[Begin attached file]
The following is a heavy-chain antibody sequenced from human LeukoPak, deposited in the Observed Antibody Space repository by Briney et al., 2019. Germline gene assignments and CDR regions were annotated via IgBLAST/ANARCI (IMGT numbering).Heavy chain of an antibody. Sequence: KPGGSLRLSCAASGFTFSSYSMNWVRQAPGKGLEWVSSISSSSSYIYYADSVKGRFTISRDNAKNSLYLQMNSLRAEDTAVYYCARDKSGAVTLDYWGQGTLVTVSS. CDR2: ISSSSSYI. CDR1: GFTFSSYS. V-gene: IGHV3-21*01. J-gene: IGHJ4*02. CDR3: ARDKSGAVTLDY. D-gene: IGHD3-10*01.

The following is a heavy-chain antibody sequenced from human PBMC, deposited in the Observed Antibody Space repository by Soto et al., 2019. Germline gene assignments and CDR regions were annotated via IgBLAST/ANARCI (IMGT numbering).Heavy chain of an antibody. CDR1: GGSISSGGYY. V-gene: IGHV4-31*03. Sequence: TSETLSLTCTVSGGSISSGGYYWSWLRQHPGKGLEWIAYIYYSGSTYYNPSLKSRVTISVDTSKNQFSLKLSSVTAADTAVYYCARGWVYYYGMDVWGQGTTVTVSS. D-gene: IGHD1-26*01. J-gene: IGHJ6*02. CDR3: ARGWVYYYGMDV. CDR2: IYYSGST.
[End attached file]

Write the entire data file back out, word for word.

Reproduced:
The following is a heavy-chain antibody sequenced from human LeukoPak, deposited in the Observed Antibody Space repository by Briney et al., 2019. Germline gene assignments and CDR regions were annotated via IgBLAST/ANARCI (IMGT numbering).Heavy chain of an antibody. Sequence: KPGGSLRLSCAASGFTFSSYSMNWVRQAPGKGLEWVSSISSSSSYIYYADSVKGRFTISRDNAKNSLYLQMNSLRAEDTAVYYCARDKSGAVTLDYWGQGTLVTVSS. CDR2: ISSSSSYI. CDR1: GFTFSSYS. V-gene: IGHV3-21*01. J-gene: IGHJ4*02. CDR3: ARDKSGAVTLDY. D-gene: IGHD3-10*01.

The following is a heavy-chain antibody sequenced from human PBMC, deposited in the Observed Antibody Space repository by Soto et al., 2019. Germline gene assignments and CDR regions were annotated via IgBLAST/ANARCI (IMGT numbering).Heavy chain of an antibody. CDR1: GGSISSGGYY. V-gene: IGHV4-31*03. Sequence: TSETLSLTCTVSGGSISSGGYYWSWLRQHPGKGLEWIAYIYYSGSTYYNPSLKSRVTISVDTSKNQFSLKLSSVTAADTAVYYCARGWVYYYGMDVWGQGTTVTVSS. D-gene: IGHD1-26*01. J-gene: IGHJ6*02. CDR3: ARGWVYYYGMDV. CDR2: IYYSGST.